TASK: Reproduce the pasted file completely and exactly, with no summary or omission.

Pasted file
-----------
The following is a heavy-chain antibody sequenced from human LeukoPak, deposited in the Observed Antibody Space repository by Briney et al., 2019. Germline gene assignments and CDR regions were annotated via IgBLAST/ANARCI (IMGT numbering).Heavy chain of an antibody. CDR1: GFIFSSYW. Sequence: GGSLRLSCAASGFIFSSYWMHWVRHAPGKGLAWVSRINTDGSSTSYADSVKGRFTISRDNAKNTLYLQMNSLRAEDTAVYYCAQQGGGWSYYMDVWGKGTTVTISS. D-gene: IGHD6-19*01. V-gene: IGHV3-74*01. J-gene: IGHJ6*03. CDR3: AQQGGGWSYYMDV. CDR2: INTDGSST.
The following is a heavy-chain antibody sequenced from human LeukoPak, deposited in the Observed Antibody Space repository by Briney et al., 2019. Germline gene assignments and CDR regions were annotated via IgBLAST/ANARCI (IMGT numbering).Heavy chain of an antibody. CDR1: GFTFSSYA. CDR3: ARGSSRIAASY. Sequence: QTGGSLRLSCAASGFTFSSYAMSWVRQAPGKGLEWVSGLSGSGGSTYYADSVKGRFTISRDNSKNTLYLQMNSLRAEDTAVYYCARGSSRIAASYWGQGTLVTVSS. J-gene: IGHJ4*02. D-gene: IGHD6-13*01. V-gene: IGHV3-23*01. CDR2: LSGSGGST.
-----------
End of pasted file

The following is a heavy-chain antibody sequenced from human LeukoPak, deposited in the Observed Antibody Space repository by Briney et al., 2019. Germline gene assignments and CDR regions were annotated via IgBLAST/ANARCI (IMGT numbering).Heavy chain of an antibody. CDR1: GFIFSSYW. Sequence: GGSLRLSCAASGFIFSSYWMHWVRHAPGKGLAWVSRINTDGSSTSYADSVKGRFTISRDNAKNTLYLQMNSLRAEDTAVYYCAQQGGGWSYYMDVWGKGTTVTISS. D-gene: IGHD6-19*01. V-gene: IGHV3-74*01. J-gene: IGHJ6*03. CDR3: AQQGGGWSYYMDV. CDR2: INTDGSST.
The following is a heavy-chain antibody sequenced from human LeukoPak, deposited in the Observed Antibody Space repository by Briney et al., 2019. Germline gene assignments and CDR regions were annotated via IgBLAST/ANARCI (IMGT numbering).Heavy chain of an antibody. CDR1: GFTFSSYA. CDR3: ARGSSRIAASY. Sequence: QTGGSLRLSCAASGFTFSSYAMSWVRQAPGKGLEWVSGLSGSGGSTYYADSVKGRFTISRDNSKNTLYLQMNSLRAEDTAVYYCARGSSRIAASYWGQGTLVTVSS. J-gene: IGHJ4*02. D-gene: IGHD6-13*01. V-gene: IGHV3-23*01. CDR2: LSGSGGST.